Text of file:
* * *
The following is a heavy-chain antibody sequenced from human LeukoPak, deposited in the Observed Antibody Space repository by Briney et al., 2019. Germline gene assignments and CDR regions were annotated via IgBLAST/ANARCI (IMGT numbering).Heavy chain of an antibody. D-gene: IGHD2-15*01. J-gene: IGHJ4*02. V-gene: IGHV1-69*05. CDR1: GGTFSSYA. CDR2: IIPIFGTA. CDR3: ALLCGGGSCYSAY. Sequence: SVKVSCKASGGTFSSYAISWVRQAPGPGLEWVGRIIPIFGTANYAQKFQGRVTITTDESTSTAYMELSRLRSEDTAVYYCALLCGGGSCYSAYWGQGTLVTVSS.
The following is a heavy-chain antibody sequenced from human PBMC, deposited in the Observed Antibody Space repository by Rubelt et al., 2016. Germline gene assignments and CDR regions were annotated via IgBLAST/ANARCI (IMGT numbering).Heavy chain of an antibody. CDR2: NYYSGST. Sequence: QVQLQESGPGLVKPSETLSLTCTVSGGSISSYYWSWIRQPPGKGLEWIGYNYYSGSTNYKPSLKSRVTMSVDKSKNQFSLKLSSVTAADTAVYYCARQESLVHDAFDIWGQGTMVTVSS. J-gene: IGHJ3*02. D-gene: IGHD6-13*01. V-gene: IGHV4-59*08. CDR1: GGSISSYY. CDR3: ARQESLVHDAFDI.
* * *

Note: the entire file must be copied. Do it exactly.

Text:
The following is a heavy-chain antibody sequenced from human LeukoPak, deposited in the Observed Antibody Space repository by Briney et al., 2019. Germline gene assignments and CDR regions were annotated via IgBLAST/ANARCI (IMGT numbering).Heavy chain of an antibody. D-gene: IGHD2-15*01. J-gene: IGHJ4*02. V-gene: IGHV1-69*05. CDR1: GGTFSSYA. CDR2: IIPIFGTA. CDR3: ALLCGGGSCYSAY. Sequence: SVKVSCKASGGTFSSYAISWVRQAPGPGLEWVGRIIPIFGTANYAQKFQGRVTITTDESTSTAYMELSRLRSEDTAVYYCALLCGGGSCYSAYWGQGTLVTVSS.
The following is a heavy-chain antibody sequenced from human PBMC, deposited in the Observed Antibody Space repository by Rubelt et al., 2016. Germline gene assignments and CDR regions were annotated via IgBLAST/ANARCI (IMGT numbering).Heavy chain of an antibody. CDR2: NYYSGST. Sequence: QVQLQESGPGLVKPSETLSLTCTVSGGSISSYYWSWIRQPPGKGLEWIGYNYYSGSTNYKPSLKSRVTMSVDKSKNQFSLKLSSVTAADTAVYYCARQESLVHDAFDIWGQGTMVTVSS. J-gene: IGHJ3*02. D-gene: IGHD6-13*01. V-gene: IGHV4-59*08. CDR1: GGSISSYY. CDR3: ARQESLVHDAFDI.